This is honestly a tricky one to figure out. Here's the best explanation I can offer:
The use of "when" is the reason why "am leaving" is unnatural. We could structure the sentence as two independent clauses, and it would be perfectly acceptable:
I am leaving London next month, and I will have studied here for almost a year.
But "am leaving" becomes unnatural when we use it inside a subordinate clause with "when". The simplest way I can make sense of this is that there are a couple different types of subordinating conjunctions, and they like to use different tenses to express future events:
- The first group is time-related conjunctions, like when, once, before, after. Subordinate clauses using these have a bias for the simple present tense. It's natural to say, "When I leave London... once I arrive in New York... before I go to the hotel... after I eat dinner". The pattern here is that these refer to what's happening at a specific moment in time. (The action in every case does take time to complete, but that's not grammatically meaningful here.)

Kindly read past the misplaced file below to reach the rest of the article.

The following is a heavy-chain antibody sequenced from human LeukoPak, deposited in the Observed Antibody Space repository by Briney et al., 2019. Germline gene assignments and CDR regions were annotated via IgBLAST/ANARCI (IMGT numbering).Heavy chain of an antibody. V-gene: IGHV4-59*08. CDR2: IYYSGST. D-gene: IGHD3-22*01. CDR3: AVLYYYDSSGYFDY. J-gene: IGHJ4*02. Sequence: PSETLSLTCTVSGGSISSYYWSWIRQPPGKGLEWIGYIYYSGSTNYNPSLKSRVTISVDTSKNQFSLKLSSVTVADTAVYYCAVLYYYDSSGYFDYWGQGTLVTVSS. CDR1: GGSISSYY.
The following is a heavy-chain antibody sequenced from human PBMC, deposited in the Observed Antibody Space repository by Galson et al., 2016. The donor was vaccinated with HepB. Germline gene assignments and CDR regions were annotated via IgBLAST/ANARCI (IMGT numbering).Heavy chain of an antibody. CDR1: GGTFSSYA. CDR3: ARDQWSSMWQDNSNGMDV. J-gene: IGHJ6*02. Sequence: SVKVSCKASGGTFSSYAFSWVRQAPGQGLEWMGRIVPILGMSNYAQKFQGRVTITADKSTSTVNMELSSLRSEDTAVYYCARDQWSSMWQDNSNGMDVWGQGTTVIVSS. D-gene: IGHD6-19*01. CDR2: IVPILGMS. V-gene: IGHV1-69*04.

- The second group consists of what I'm going to call "logic-related conjunctions" (maybe there's a more formal term... I don't know). These include because, hence, therefore, and so on. These have a bias for the present continuous tense: "Because I am leaving London next month, I can't come to your wedding in July", or "I got a job in New York, therefore I am leaving London".
- There are also some conjunctions that can go either way... sometimes adding different shades of meaning: as, unless, while, since. Interestingly, most of these words can have time meanings or logical meanings. So, we might say, "I'll wave goodbye as I board the plane," (time meaning = simple present), and also say, "I can't come to your wedding, as I'm moving to New York." (logical meaning = present continuous).
The big exception to the first group (time-related conjunctions) is when you're deliberately referring to something happening during an event. Here the present continuous is appropriate. For example:
When I am writing my thesis next month, I won't have time for Netflix.